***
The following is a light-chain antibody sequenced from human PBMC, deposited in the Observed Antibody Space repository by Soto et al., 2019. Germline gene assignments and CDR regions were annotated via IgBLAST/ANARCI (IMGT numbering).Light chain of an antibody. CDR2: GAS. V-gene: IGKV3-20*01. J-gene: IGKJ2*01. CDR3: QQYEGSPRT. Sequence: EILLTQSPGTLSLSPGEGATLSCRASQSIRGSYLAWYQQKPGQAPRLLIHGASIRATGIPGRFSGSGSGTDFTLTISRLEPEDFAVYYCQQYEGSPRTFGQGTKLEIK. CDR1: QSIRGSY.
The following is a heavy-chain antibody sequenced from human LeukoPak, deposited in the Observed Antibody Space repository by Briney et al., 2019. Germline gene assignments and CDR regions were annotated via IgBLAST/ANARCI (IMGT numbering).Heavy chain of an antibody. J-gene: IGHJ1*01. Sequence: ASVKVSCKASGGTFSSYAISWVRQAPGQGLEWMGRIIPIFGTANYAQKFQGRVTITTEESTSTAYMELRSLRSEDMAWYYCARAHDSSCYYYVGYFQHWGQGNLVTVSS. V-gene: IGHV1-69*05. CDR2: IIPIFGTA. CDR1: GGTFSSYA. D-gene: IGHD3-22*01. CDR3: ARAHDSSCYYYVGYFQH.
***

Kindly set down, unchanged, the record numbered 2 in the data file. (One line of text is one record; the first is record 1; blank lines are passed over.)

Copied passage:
The following is a heavy-chain antibody sequenced from human LeukoPak, deposited in the Observed Antibody Space repository by Briney et al., 2019. Germline gene assignments and CDR regions were annotated via IgBLAST/ANARCI (IMGT numbering).Heavy chain of an antibody. J-gene: IGHJ1*01. Sequence: ASVKVSCKASGGTFSSYAISWVRQAPGQGLEWMGRIIPIFGTANYAQKFQGRVTITTEESTSTAYMELRSLRSEDMAWYYCARAHDSSCYYYVGYFQHWGQGNLVTVSS. V-gene: IGHV1-69*05. CDR2: IIPIFGTA. CDR1: GGTFSSYA. D-gene: IGHD3-22*01. CDR3: ARAHDSSCYYYVGYFQH.